Perlman’s recital at Arsht Center charms capacity audience
After five decades on the concert stage, Itzhak Perlman has become an iconic, larger than life artistic personality and entertainer. A near-capacity audience for his recital Tuesday night at the Arsht Center attested to his continuing popularity.
Rather than struggling on and off stage with arm braces as in the past, Perlman now enters and exits in an electric wheelchair. In other respects he continues to offer his trademark program mix — a masterpiece of the sonata repertoire, buttressed on each side by light divertimentos and charming vignettes.
Perlman’s tone is less rich and lustrous than in former times; yet his musicianship and interpretive skill seem imbued with greater depth and maturity. Beethoven’s Sonata No.7 in C minor, the evening’s centerpiece, received an incisive, strongly etched performance that combined drama and introspection in perfect balance.
Perlman’s broadly paced reading of the opening Allegro had an appealing touch of sinew. The Adagio cantabile achieved rare transcendence, the long limbed melodic line shaped with soulful lyricism. An appropriately jaunty and lithe Scherzo was followed by a dramatic finale, capped by a rapid, high energy coda. Pianist Rohan De Silva was a consistently strong collaborator, technically impeccable and musically assertive.
At the outset of the opening Mozart’s Sonata in F. Major, K.376, Perlman’s attack and intonation were uncertain but the violinist soon warmed up and channeled Mozart’s musical pulse with a lyrically expansive Andante and aristocratically phrased Rondeau. Perlman’s tonal sweetness and elegance were reminiscent of Misha Elman’s Mozart performances.
Stravinsky’s Suite Italienne, based on music from the ballet Pulcinella, has long been a Perlman showpiece. Here time has taken its toll. The violinist only approximated the Introduction and Tarantella, finally hitting his stride in a stately Gavotte and variations. He brought an imaginative, if rough-hewn edge to the Minuet and dashed off the harmonics of the finale with speed and brio.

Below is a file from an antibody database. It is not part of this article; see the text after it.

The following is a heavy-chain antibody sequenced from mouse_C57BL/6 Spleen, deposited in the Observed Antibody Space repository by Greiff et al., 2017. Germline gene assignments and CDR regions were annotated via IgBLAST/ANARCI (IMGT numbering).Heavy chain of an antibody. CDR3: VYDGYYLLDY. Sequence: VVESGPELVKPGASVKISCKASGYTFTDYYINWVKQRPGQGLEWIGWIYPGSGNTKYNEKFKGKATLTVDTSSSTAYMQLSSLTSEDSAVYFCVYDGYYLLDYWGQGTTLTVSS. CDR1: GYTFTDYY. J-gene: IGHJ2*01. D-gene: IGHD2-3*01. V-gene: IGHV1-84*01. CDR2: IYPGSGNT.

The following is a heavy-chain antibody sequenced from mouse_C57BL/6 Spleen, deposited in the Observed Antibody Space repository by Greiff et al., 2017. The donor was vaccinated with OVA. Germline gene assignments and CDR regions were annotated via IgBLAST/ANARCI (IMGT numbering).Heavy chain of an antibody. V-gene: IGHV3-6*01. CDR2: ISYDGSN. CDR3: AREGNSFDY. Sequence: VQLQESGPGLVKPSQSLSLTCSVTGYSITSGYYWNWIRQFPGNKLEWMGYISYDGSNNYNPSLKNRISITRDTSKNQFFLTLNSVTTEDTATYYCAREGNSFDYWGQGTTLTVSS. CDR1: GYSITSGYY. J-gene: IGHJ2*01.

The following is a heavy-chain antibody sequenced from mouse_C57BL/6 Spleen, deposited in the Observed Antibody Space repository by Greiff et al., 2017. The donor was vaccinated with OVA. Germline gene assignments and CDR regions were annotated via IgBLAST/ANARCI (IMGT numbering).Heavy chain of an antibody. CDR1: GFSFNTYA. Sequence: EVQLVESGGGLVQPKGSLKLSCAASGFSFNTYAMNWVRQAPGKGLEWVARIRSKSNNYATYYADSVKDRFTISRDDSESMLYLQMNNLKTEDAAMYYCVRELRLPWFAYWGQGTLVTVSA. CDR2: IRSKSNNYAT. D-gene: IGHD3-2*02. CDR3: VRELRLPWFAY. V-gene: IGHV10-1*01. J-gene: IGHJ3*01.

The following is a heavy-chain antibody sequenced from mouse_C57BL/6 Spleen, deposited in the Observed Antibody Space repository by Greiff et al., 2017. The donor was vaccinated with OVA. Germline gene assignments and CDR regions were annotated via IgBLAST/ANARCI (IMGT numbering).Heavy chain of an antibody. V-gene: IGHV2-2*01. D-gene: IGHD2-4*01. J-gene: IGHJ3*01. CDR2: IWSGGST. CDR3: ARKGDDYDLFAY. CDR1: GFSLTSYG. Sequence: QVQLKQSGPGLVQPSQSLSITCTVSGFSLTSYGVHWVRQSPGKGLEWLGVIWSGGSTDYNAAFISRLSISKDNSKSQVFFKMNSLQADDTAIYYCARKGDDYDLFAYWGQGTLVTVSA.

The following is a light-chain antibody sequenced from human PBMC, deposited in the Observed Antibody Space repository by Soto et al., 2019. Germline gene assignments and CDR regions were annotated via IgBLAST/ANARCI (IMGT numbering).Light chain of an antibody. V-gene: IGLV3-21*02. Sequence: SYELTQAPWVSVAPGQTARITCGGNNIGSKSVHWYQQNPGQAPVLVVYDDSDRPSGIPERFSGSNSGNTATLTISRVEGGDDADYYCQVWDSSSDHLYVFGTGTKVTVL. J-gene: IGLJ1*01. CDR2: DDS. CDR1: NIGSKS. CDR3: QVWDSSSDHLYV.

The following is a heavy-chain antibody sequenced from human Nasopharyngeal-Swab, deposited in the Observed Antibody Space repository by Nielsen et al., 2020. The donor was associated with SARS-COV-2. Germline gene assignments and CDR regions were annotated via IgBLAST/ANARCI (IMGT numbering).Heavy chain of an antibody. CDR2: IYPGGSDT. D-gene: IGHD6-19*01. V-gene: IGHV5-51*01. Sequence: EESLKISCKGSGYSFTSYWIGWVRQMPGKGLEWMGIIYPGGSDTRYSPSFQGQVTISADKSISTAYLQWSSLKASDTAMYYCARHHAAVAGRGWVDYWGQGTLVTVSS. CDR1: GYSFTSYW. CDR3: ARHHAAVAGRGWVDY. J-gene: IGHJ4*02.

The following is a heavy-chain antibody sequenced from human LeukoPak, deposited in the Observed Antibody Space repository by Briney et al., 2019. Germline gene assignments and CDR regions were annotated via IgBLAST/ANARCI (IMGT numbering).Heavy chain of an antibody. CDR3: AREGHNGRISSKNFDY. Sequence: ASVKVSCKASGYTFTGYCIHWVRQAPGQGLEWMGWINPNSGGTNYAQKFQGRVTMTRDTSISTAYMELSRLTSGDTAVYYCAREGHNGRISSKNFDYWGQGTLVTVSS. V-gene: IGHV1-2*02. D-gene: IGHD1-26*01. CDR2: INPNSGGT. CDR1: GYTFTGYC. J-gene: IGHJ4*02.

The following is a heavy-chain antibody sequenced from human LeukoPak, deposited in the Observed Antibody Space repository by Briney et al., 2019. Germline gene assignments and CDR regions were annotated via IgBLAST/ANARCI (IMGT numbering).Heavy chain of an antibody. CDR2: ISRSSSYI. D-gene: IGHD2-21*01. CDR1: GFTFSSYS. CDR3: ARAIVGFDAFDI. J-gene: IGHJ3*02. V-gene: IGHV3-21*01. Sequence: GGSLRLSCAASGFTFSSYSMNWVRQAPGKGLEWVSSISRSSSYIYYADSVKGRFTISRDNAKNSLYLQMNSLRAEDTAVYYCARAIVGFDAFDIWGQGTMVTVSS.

Perlman is a master of the miniature and his array of bonbons is always a highlight. Kreisler’s Minuet in the Style of Poppora was spun like silk, a delightful candied confection. Gluck’s Melody from Orfeo and Eurydice (in Kreisler’s transcription) rang with classical purity of line. Although Perlman struggled with Wieniawski’s charming Caprice in A minor, he captured the wry humor and sparkling pizzicatos of Jascha Heifetz’s transcription of It Ain’t Necessarily So from Gershwin’s Porgy and Bess, and tugged at the heart strings with the theme from Schindler’s List by John Williams.
Antonio Bazzini’s Dance of the Goblins has become a signature Perlman encore and he did not disappoint, dispatching the fiery pyrotechnics with the razzle-dazzle of a born showman, leaving his audience smiling.
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Wed Jan 13, 2010
at 12:58 pm